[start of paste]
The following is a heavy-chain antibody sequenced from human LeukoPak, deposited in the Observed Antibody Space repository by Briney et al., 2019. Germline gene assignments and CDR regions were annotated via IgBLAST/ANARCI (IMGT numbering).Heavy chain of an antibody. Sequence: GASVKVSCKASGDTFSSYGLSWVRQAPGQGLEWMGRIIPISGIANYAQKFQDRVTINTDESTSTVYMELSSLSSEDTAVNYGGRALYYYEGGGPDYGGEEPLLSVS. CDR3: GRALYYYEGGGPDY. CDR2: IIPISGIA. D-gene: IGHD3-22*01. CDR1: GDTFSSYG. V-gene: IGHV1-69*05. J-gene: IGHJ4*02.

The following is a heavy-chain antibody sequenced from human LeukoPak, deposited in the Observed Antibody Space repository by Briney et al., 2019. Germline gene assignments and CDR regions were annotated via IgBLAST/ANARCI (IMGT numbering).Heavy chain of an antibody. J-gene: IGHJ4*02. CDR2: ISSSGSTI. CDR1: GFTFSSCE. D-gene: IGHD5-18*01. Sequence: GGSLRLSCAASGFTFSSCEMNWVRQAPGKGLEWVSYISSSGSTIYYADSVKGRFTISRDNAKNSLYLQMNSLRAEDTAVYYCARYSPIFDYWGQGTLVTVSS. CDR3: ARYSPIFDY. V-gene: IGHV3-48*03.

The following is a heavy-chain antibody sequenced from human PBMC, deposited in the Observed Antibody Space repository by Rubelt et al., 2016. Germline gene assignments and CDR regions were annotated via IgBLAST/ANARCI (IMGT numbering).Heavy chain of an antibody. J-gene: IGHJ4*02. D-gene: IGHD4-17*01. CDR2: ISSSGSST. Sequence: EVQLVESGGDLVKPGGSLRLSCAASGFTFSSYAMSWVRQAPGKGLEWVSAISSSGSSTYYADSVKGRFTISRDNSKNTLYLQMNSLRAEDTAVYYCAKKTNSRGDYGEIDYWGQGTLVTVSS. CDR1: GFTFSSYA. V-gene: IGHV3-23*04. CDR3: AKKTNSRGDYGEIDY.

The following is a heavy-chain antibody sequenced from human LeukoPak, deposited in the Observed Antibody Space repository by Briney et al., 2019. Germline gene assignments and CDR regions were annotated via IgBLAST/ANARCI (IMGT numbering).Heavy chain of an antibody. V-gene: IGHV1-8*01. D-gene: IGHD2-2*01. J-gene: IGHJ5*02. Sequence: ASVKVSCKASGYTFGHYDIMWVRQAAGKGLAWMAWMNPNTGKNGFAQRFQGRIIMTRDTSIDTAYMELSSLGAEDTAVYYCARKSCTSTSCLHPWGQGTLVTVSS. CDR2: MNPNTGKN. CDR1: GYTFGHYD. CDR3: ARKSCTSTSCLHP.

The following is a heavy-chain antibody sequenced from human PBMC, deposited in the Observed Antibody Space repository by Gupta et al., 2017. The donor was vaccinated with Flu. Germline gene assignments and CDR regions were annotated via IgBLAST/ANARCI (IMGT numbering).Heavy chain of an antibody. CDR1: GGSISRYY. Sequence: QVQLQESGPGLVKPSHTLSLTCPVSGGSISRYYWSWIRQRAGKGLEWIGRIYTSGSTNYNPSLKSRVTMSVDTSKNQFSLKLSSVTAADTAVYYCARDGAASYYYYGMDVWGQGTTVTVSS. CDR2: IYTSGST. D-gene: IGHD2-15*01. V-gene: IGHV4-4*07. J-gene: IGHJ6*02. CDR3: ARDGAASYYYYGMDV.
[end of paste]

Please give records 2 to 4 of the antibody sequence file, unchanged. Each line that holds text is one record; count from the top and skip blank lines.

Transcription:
The following is a heavy-chain antibody sequenced from human LeukoPak, deposited in the Observed Antibody Space repository by Briney et al., 2019. Germline gene assignments and CDR regions were annotated via IgBLAST/ANARCI (IMGT numbering).Heavy chain of an antibody. J-gene: IGHJ4*02. CDR2: ISSSGSTI. CDR1: GFTFSSCE. D-gene: IGHD5-18*01. Sequence: GGSLRLSCAASGFTFSSCEMNWVRQAPGKGLEWVSYISSSGSTIYYADSVKGRFTISRDNAKNSLYLQMNSLRAEDTAVYYCARYSPIFDYWGQGTLVTVSS. CDR3: ARYSPIFDY. V-gene: IGHV3-48*03.

The following is a heavy-chain antibody sequenced from human PBMC, deposited in the Observed Antibody Space repository by Rubelt et al., 2016. Germline gene assignments and CDR regions were annotated via IgBLAST/ANARCI (IMGT numbering).Heavy chain of an antibody. J-gene: IGHJ4*02. D-gene: IGHD4-17*01. CDR2: ISSSGSST. Sequence: EVQLVESGGDLVKPGGSLRLSCAASGFTFSSYAMSWVRQAPGKGLEWVSAISSSGSSTYYADSVKGRFTISRDNSKNTLYLQMNSLRAEDTAVYYCAKKTNSRGDYGEIDYWGQGTLVTVSS. CDR1: GFTFSSYA. V-gene: IGHV3-23*04. CDR3: AKKTNSRGDYGEIDY.

The following is a heavy-chain antibody sequenced from human LeukoPak, deposited in the Observed Antibody Space repository by Briney et al., 2019. Germline gene assignments and CDR regions were annotated via IgBLAST/ANARCI (IMGT numbering).Heavy chain of an antibody. V-gene: IGHV1-8*01. D-gene: IGHD2-2*01. J-gene: IGHJ5*02. Sequence: ASVKVSCKASGYTFGHYDIMWVRQAAGKGLAWMAWMNPNTGKNGFAQRFQGRIIMTRDTSIDTAYMELSSLGAEDTAVYYCARKSCTSTSCLHPWGQGTLVTVSS. CDR2: MNPNTGKN. CDR1: GYTFGHYD. CDR3: ARKSCTSTSCLHP.